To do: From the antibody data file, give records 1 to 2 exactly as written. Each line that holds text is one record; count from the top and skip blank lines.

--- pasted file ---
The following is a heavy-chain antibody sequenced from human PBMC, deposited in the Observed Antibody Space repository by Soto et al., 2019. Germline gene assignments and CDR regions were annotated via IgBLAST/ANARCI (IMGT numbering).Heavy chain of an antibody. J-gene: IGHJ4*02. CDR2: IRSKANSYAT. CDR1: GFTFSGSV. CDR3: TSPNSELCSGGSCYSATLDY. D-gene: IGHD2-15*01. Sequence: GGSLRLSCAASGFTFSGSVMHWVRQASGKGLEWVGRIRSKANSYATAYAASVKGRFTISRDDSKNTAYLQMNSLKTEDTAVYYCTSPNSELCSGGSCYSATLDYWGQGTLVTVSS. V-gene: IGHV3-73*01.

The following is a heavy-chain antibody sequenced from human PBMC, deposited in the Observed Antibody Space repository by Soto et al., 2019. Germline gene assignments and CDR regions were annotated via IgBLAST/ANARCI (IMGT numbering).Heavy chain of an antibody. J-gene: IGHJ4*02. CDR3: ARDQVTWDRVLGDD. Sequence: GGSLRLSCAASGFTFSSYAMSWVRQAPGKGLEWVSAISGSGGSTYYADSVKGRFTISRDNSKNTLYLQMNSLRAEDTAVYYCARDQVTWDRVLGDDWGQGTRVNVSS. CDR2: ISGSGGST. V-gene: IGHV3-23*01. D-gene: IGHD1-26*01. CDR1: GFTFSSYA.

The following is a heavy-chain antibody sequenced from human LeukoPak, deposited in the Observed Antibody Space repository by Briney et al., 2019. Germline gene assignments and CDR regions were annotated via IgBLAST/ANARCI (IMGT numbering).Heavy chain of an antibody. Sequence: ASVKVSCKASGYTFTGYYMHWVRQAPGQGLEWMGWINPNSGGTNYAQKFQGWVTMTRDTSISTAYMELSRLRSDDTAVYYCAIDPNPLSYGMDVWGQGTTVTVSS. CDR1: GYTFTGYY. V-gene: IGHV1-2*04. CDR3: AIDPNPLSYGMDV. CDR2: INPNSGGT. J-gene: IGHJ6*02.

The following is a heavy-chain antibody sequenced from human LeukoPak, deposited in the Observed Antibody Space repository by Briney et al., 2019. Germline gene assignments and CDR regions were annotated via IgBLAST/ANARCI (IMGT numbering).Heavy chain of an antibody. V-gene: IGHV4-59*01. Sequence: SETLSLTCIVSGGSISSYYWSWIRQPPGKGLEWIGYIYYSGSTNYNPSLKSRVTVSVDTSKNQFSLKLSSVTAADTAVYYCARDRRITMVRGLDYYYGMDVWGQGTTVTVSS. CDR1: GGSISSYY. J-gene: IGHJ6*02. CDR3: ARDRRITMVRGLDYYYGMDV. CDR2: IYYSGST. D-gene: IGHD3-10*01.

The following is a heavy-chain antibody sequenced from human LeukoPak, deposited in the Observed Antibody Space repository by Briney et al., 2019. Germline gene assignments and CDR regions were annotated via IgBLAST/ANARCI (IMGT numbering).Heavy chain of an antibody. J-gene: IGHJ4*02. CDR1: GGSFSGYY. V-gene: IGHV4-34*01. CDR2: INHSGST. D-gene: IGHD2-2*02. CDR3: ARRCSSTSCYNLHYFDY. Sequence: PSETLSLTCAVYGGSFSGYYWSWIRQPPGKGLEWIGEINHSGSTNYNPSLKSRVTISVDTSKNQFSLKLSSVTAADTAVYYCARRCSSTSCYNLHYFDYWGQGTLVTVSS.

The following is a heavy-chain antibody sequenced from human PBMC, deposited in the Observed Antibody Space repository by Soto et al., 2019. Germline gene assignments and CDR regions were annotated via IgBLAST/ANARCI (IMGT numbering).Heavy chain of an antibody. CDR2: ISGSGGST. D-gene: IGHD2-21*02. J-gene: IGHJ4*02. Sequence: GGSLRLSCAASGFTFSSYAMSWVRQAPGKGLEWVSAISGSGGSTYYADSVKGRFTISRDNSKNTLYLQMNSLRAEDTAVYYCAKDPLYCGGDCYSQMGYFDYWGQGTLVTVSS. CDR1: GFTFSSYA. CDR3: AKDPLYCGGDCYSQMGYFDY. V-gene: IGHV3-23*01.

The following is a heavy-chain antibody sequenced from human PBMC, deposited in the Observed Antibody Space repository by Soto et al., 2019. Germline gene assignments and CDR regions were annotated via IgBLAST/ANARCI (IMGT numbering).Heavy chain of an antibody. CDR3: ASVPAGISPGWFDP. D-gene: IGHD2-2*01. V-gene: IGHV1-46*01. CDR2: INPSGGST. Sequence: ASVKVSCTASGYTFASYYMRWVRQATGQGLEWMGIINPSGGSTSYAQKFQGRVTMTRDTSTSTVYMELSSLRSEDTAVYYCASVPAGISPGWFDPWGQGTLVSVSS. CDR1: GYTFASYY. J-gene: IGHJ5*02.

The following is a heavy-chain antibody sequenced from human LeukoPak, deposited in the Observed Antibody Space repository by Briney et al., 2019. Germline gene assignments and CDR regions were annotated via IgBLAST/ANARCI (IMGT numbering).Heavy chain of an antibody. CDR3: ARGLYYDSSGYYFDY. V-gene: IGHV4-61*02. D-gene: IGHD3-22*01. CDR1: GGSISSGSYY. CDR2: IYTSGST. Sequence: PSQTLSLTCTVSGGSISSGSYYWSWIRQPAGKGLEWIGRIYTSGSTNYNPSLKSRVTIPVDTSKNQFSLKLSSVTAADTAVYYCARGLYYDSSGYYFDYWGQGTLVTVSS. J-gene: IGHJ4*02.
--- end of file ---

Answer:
The following is a heavy-chain antibody sequenced from human PBMC, deposited in the Observed Antibody Space repository by Soto et al., 2019. Germline gene assignments and CDR regions were annotated via IgBLAST/ANARCI (IMGT numbering).Heavy chain of an antibody. J-gene: IGHJ4*02. CDR2: IRSKANSYAT. CDR1: GFTFSGSV. CDR3: TSPNSELCSGGSCYSATLDY. D-gene: IGHD2-15*01. Sequence: GGSLRLSCAASGFTFSGSVMHWVRQASGKGLEWVGRIRSKANSYATAYAASVKGRFTISRDDSKNTAYLQMNSLKTEDTAVYYCTSPNSELCSGGSCYSATLDYWGQGTLVTVSS. V-gene: IGHV3-73*01.

The following is a heavy-chain antibody sequenced from human PBMC, deposited in the Observed Antibody Space repository by Soto et al., 2019. Germline gene assignments and CDR regions were annotated via IgBLAST/ANARCI (IMGT numbering).Heavy chain of an antibody. J-gene: IGHJ4*02. CDR3: ARDQVTWDRVLGDD. Sequence: GGSLRLSCAASGFTFSSYAMSWVRQAPGKGLEWVSAISGSGGSTYYADSVKGRFTISRDNSKNTLYLQMNSLRAEDTAVYYCARDQVTWDRVLGDDWGQGTRVNVSS. CDR2: ISGSGGST. V-gene: IGHV3-23*01. D-gene: IGHD1-26*01. CDR1: GFTFSSYA.